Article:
Korean War

Joseph J. Pisano

Korean War Oral History Interview
US Army, 2nd Infantry Division
Date: June 1, 2001
Interviewer: Carol Fowler
Summarizer: Jon Furson
Veterans History Project


Joseph “Sonny” Pisano was born and raised in Neptune, New Jersey. He was drafted into the United States army during the Korean War. Pisano supported the war, as he was very anti-communist and felt it was his duty to serve in the military.

2nd Infantry Division Combat Service Identification Badge.

Despite being naturally somewhat concerned about going overseas to a war zone, Pisano felt well prepared, as the mountainous landscape he encountered during his training was very similar to the Korean terrain. He left for Korea in July, 1953 on a ship from Seattle, Washington, arriving at Pusan, after a stop in Japan, fourteen days later. From Pusan Pisano traveled by train to his assigned unit, the 2nd Infantry Division. He recalled that Korea was a very poor country at the time, with people living in mud and grass huts, and that he felt sorry for them. Pisano mentioned that he got along very well with the Korean civilians, and that he gave some of his rations to begging children. The 2nd Infantry Division had South Korean soldiers attached to it, as well as a few civilians, including some young children who were like servants. Although he had fond memories of the South Korean soldiers and civilians, he despised North Korea and its people for invading the South.

After being interviewed by a lieutenant, who commented on his test scores and education level, since he was a college graduate, Pisano was assigned to the Judge Advocate (legal) office of the Division. Within days of his arrival in Korea, a ceasefire was announced. Fortunately for Pisano, he never experienced active combat, even though he was in an infantry unit. He recalled that his army jobs were like going to work or school each day. After working in the army court system, Pisano was transferred to the intelligence section of Headquarters and Headquarters Company of the 2nd Division’s 38th Infantry Regiment. As an intelligence analyst, he looked at maps as well as interrogated young men suspected of being spies.

Prior to assuming his position in the intelligence section, Pisano received a month of intelligence training in Tokyo. He remembered Japan as being a very beautiful country with beautiful people and excellent food. Pisano was surprised to see Japanese musicians playing American music, but Japan had become very open to Western culture following the end of World War II. The Japanese benefitted from American soldiers, because they spent money which boosted the country’s economy.

Pisano later returned to Japan for a week of Rest and Recuperation (R&R) leave. While on R&R, he met a beautiful Japanese girl and corresponded with her for some time after he left the country. Pisano enjoyed his time in Japan so much that he was reluctant to return to Korea, although he was content that his tour of duty was coming to an end shortly. It became shorter than he thought. Pisano was supposed to return to America for discharge in August, 1955, but he was actually released early, in November, 1954.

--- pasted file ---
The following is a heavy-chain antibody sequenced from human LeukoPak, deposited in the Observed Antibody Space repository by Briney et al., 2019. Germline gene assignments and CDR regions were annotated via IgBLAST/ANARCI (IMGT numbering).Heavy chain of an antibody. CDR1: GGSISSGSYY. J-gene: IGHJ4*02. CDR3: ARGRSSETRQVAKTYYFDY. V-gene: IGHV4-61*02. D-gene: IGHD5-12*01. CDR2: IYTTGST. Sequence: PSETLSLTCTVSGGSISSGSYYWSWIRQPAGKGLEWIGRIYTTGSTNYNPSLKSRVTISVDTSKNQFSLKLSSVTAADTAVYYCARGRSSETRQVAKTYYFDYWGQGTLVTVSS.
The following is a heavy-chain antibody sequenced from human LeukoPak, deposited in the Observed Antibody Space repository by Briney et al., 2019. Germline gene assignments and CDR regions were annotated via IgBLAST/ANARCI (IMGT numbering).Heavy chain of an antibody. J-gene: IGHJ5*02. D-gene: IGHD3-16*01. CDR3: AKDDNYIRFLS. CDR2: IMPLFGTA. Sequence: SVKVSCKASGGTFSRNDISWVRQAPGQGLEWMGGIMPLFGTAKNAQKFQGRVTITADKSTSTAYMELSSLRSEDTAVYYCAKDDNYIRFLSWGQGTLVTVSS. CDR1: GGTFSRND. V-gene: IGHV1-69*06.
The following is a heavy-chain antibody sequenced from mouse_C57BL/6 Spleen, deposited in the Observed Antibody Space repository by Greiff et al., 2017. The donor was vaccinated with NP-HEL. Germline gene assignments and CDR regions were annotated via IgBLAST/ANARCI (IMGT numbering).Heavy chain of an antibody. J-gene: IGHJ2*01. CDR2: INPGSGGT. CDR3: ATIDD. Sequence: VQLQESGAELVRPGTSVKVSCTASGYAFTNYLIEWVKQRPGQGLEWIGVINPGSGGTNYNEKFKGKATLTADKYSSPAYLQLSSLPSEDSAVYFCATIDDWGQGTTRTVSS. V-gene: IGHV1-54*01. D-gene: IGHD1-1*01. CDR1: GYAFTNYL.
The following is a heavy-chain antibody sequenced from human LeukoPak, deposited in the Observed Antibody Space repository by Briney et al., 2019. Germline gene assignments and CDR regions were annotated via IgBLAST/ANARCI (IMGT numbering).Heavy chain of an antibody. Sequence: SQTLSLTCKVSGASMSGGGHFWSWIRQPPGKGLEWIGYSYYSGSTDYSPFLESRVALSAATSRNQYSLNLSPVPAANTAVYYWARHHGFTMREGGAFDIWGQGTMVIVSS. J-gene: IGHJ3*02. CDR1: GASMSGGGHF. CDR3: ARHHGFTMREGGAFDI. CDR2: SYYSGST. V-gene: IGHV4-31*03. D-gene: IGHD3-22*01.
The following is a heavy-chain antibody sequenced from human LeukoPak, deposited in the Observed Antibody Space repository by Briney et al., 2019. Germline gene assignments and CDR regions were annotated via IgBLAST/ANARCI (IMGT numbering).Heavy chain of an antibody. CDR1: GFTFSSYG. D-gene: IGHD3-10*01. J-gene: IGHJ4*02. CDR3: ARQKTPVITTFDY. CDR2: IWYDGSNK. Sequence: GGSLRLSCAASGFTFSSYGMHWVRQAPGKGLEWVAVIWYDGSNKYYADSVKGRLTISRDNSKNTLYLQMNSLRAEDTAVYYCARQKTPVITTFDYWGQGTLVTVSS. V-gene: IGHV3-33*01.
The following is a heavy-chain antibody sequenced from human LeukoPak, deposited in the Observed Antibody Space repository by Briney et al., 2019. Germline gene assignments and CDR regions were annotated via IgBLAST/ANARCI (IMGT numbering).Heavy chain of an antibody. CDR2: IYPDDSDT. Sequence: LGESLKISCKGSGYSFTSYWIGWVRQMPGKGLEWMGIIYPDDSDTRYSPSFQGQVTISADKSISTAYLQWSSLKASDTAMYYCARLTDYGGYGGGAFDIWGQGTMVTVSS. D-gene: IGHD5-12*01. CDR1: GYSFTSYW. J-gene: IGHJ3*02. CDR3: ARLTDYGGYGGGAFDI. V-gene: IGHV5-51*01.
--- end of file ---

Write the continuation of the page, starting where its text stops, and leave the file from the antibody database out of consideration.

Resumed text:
Aside from his time in Tokyo, Pisano had no time for recreation, but he was lucky enough to be within several feet of Marilyn Monroe at a USO show, and he recalled being pulled away from her by other soldiers. He also became a popular man in his outfit after becoming friends with a soldier who had access to unlimited supplies of beer. His mother sent him “care packages” of pepperoni, cheese, cookies, and candy, and Pisano shared his pepperoni with a Korean soldier whose English vocabulary was limited to one word, “pepperoni.” While serving in Korea he also met his cousin, who was assigned to the same unit. His cousin left for home before Pisano did, and promised to pick up a Chrysler car for him.

Except for some units in the War for Independence, the Korean War was the first conflict in which the United States fielded a desegregated military. Pisano remembered having several African Americans in his unit who were treated as any other soldier was. He recalled that there had been no problems associated with the military integration of African Americans.

Sonny Pisano (left) at his recognition luncheon.

Pisano never regretted his service in Korea. At times, he wished he had stayed in the military for a longer period, because it provided young men like him with a chance to see the world and meet a lot of people from all walks of life, both in and out of the military. Reflecting on his own time in the army, Pisano reflected that everyone should be required to serve at least one year in the military, as his own service had helped mature him and would do the same for many other young people. After the war, he stayed in contact with a few of his friends from Korea who lived in Pittsburgh, but as the years went by, they drifted apart.

Joseph John “Sonny” Pisano passed away in January 2002, three months after his recognition luncheon.